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BOYCOTT: An organized effort to reduce the sales of a particular good that's intended to punished the producer or seller. Boycotts are promoted by labor unions to inflict harm on their companies and (hopefully) encourage their employers to settle labor distributes. Special interest groups also use boycotts to achieve assorted political goals. Some groups, for example, have called for boycotts of the products advertised on "undesirable" television shows, while others have boycotted companies that do business in politically "undesirable" countries.

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Lesson Contents
Unit 1: Intro
  • Definition
  • Market Structure Continuum
  • Real World Oligopoly
  • Structure And Behavior
  • Unit 1 Summary
  • Unit 2: Structure
  • Concentration
  • Concentration Ratios
  • Herfindahl Index
  • Entry Barriers
  • Unit 2 Summary
  • Unit 3: Behavior
  • Interdependence
  • Collusion
  • Merger
  • Unit 3 Summary
  • Unit 4: Analysis
  • Kinked-Demand Curve
  • Kinked-Demand Curve Analysis
  • Collusion Cost
  • Collusion Output
  • Game Theory
  • Unit 4 Summary
  • Unit 5: Evaluation
  • The Bad
  • The Good
  • Government Intervention?
  • Unit 5 Summary
  • Course Home
    Oligopoly

    • The first unit of this lesson, A Few Firms, begins this lesson with a look at the nature of oligopoly and how it is related to other market structures.
    • In the second unit, Structure, we see how markets with a small number of large firms are structured.
    • The third unit, Behavior, then looks at some of activities undertaken by oligopoly that are not seen in other market structures.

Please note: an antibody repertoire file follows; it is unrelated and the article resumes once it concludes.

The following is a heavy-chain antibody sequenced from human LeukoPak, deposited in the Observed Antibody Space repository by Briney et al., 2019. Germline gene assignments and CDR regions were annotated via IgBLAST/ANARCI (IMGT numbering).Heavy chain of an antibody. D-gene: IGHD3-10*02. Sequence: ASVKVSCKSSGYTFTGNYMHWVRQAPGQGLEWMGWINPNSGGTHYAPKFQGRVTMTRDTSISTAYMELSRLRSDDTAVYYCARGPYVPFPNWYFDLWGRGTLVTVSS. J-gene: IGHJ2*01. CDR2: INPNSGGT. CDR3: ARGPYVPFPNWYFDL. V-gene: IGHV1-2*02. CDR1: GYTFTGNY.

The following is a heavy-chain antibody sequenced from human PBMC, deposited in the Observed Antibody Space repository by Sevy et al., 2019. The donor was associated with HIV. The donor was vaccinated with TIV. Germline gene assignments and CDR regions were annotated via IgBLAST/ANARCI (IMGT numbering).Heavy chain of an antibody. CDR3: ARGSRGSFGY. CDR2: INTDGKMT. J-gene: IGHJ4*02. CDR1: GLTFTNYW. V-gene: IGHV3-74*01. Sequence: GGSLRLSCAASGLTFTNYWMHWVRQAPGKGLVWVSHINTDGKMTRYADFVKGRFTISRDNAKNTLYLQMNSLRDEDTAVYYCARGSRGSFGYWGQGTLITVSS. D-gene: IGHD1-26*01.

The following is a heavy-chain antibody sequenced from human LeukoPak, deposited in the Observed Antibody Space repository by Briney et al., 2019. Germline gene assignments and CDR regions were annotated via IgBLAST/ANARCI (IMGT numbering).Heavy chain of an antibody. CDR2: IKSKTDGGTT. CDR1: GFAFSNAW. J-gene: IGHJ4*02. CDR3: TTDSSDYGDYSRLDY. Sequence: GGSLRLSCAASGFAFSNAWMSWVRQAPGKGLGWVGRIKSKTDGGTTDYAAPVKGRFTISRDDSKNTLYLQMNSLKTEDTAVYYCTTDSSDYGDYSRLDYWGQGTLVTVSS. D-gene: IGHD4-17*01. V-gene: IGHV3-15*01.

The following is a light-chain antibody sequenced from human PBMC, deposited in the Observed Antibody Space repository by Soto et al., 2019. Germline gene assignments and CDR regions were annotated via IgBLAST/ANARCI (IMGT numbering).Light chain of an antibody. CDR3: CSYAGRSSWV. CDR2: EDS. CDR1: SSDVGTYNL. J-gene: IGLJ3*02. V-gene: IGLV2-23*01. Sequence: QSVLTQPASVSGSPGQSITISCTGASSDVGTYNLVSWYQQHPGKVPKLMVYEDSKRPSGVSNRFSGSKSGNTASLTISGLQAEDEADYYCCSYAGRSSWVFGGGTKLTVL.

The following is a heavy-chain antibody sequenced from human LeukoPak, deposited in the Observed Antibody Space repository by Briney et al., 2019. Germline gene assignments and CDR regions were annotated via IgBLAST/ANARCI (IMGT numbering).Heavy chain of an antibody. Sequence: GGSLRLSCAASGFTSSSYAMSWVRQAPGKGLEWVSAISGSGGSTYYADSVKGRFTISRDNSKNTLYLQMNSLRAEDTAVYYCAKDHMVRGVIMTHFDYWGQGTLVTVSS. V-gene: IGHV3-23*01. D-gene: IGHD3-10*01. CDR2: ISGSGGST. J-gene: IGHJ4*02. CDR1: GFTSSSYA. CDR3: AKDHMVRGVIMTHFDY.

• In the fourth unit, Some Graphs, we use a few graphs to examine different ways that oligopoly firms interact in the production of output.
    • The fifth and final unit, Taking Stock, then closes this lesson by considering the good and the bad of oligopoly and why it is often prone to government scrutiny.

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    RISK PREFERENCES

    Three alternative views concerning the choice between a risky outcome and a certain outcome -- risk aversion, risk neutrality, and risk loving. Some people prefer to avoid risk (risk aversion), others enjoy engaging in risk (risk loving), and still others are indifferent (risk neutrality). Most people are risk averse, which underlies the provision of insurance. Others who are risk loving are more inclined to gamble, play the stock market, and be entrepreneurs.

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    BROWN PRAGMATOX
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    Today, you are likely to spend a great deal of time at the confiscated property police auction seeking to buy either a weathervane with a cow on top or a box of multi-colored, plastic paper clips. Be on the lookout for mail order catalogs with hidden messages.
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